...and we're off! Perry's introduction to the country goes well, with him defending and promoting his record on jobs in Texas capably.
Romney's hair looks bad; too much product. He crushes a question about his private equity background, though, and then unleashes a killer line on Perry's accusation that he didn't create many jobs, comparing Perry's claim that he created jobs in Texas to Al Gore's claim that he invented the internet. Perry fires back with the line that Dukakis created more jobs as MA governor than Romney, and Romney comes right back over the top by noting that Bush had a better record on jobs than Perry. Great back and forth between these two, and both are clearly well prepared and ready to go. When Huntsman tries to get in on the act by touting his own record as governor of Utah, it's not as impressive, even though he definitely has a case based on the facts.
Brian Williams of NBC asks Ron Paul questions challenging his libertarian worldview, not really related to any of the campaign issues. While this may be advantageous for Paul, as it gives him a chance to explicate his political philosophy, I hope it's not a precedent for the rest of the debates. Paul's perspective is something that the other, more mainstream candidates should have to address.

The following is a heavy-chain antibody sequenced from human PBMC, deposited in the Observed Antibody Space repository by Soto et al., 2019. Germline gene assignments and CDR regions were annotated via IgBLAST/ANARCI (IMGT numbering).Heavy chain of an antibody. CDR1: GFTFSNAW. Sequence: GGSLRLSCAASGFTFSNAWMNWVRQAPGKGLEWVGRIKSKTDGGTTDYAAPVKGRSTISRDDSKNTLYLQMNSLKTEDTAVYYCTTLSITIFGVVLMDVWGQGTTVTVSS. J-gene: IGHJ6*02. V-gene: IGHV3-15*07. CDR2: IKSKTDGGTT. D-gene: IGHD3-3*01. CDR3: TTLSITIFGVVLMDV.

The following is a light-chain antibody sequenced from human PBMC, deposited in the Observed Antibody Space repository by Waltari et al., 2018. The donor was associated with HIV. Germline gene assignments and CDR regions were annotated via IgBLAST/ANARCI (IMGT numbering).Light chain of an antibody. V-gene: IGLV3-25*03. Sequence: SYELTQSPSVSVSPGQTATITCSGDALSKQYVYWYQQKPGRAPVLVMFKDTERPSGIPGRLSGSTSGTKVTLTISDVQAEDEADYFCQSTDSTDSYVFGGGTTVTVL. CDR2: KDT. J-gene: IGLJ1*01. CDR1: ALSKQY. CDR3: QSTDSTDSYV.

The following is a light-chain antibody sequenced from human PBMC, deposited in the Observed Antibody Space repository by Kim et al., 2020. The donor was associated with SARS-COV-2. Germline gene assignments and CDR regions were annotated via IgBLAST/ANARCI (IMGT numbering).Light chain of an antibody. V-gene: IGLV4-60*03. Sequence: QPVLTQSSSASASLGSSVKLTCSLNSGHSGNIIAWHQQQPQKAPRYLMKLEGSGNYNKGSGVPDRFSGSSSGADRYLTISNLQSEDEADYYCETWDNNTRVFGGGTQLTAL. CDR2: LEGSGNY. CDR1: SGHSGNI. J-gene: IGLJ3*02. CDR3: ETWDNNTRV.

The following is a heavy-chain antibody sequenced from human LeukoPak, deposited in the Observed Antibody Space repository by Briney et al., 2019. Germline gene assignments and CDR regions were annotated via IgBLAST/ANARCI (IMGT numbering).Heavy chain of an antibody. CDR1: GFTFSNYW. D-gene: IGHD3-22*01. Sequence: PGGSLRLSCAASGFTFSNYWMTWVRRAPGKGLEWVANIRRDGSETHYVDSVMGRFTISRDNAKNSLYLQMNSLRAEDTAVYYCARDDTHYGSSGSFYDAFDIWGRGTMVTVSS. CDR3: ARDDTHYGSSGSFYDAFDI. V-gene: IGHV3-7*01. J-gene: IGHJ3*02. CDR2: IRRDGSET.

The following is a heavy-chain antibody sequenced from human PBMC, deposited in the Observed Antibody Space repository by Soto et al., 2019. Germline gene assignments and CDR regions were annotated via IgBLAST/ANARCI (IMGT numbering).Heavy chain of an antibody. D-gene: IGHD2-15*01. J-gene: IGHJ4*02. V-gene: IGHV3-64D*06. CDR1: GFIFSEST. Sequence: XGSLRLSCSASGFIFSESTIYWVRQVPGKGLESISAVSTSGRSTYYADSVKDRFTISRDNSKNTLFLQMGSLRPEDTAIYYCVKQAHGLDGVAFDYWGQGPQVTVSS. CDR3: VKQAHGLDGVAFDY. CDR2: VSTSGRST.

When prompted to attack Romneycare, Perry doesn't hesitate, unlike the man no longer on the stage (Pawlenty). Perry's efforts criticizing Romney and defending the high uninsurance rate in Texas are underwhelming, though. Regardless of who's right, Romney has a better command of the facts. Huntsman steps in with a possible model for replacing Obamacare, something we hear all too infrequently.
Bachmann steps in with an explanation of the need to repeal Obamacare in 2012. She finds a way to make her case a little more appealing and urgent. Gingrich subsequently outdoes her, however, bringing down the house by refusing to criticizing other Republicans and then arguing that anyone on the stage would repeal the health care bill and be justified in doing so.
Brian Williams asks Santorum kind of a "gotcha" question about Catholic social teaching and conservative approaches to welfare. Santorum hits it out of the park, concluding that Republicans did welfare reform in the '90s "not to save money, but to save lives." A good answer to a lame question.
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